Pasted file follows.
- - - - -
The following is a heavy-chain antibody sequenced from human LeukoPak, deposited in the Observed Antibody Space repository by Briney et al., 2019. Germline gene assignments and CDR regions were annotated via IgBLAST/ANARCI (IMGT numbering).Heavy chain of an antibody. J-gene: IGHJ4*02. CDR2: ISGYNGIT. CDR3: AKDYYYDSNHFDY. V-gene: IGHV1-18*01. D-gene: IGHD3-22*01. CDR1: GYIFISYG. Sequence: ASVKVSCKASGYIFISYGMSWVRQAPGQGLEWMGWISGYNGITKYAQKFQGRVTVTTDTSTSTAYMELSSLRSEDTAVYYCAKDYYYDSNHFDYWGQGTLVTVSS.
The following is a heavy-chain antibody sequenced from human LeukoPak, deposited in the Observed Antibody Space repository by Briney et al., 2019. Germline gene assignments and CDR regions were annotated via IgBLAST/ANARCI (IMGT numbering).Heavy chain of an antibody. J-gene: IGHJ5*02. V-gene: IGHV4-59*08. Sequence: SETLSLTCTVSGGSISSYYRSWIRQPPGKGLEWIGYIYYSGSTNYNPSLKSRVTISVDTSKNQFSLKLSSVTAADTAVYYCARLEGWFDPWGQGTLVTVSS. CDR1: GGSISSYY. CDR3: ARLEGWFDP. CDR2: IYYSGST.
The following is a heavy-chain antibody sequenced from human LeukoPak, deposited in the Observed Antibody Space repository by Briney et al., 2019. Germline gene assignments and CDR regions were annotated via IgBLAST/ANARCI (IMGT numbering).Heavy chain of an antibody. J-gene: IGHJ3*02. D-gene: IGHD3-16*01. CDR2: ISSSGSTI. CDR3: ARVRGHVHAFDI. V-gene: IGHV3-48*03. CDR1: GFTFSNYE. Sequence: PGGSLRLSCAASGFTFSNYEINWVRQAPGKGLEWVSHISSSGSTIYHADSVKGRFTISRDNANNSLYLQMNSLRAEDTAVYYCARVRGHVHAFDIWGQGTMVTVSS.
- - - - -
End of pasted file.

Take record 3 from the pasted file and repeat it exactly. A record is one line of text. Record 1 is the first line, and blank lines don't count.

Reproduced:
The following is a heavy-chain antibody sequenced from human LeukoPak, deposited in the Observed Antibody Space repository by Briney et al., 2019. Germline gene assignments and CDR regions were annotated via IgBLAST/ANARCI (IMGT numbering).Heavy chain of an antibody. J-gene: IGHJ3*02. D-gene: IGHD3-16*01. CDR2: ISSSGSTI. CDR3: ARVRGHVHAFDI. V-gene: IGHV3-48*03. CDR1: GFTFSNYE. Sequence: PGGSLRLSCAASGFTFSNYEINWVRQAPGKGLEWVSHISSSGSTIYHADSVKGRFTISRDNANNSLYLQMNSLRAEDTAVYYCARVRGHVHAFDIWGQGTMVTVSS.